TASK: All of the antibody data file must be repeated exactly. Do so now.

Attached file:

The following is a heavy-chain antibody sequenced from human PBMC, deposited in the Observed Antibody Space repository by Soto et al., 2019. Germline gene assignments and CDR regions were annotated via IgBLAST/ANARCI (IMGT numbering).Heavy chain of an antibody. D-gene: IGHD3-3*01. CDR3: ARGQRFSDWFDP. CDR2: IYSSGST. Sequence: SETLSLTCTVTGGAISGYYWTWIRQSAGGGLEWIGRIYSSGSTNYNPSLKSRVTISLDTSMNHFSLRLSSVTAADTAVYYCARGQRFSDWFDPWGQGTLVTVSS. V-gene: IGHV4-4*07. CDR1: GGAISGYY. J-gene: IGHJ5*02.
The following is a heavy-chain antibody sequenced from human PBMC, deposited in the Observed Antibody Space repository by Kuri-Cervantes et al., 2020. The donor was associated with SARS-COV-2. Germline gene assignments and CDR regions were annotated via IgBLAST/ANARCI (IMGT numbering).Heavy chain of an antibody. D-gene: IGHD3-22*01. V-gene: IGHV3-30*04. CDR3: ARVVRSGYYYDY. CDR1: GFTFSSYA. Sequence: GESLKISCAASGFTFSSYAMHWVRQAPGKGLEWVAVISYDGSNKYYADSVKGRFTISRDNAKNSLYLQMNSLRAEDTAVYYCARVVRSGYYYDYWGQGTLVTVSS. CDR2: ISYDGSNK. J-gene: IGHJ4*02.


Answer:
The following is a heavy-chain antibody sequenced from human PBMC, deposited in the Observed Antibody Space repository by Soto et al., 2019. Germline gene assignments and CDR regions were annotated via IgBLAST/ANARCI (IMGT numbering).Heavy chain of an antibody. D-gene: IGHD3-3*01. CDR3: ARGQRFSDWFDP. CDR2: IYSSGST. Sequence: SETLSLTCTVTGGAISGYYWTWIRQSAGGGLEWIGRIYSSGSTNYNPSLKSRVTISLDTSMNHFSLRLSSVTAADTAVYYCARGQRFSDWFDPWGQGTLVTVSS. V-gene: IGHV4-4*07. CDR1: GGAISGYY. J-gene: IGHJ5*02.
The following is a heavy-chain antibody sequenced from human PBMC, deposited in the Observed Antibody Space repository by Kuri-Cervantes et al., 2020. The donor was associated with SARS-COV-2. Germline gene assignments and CDR regions were annotated via IgBLAST/ANARCI (IMGT numbering).Heavy chain of an antibody. D-gene: IGHD3-22*01. V-gene: IGHV3-30*04. CDR3: ARVVRSGYYYDY. CDR1: GFTFSSYA. Sequence: GESLKISCAASGFTFSSYAMHWVRQAPGKGLEWVAVISYDGSNKYYADSVKGRFTISRDNAKNSLYLQMNSLRAEDTAVYYCARVVRSGYYYDYWGQGTLVTVSS. CDR2: ISYDGSNK. J-gene: IGHJ4*02.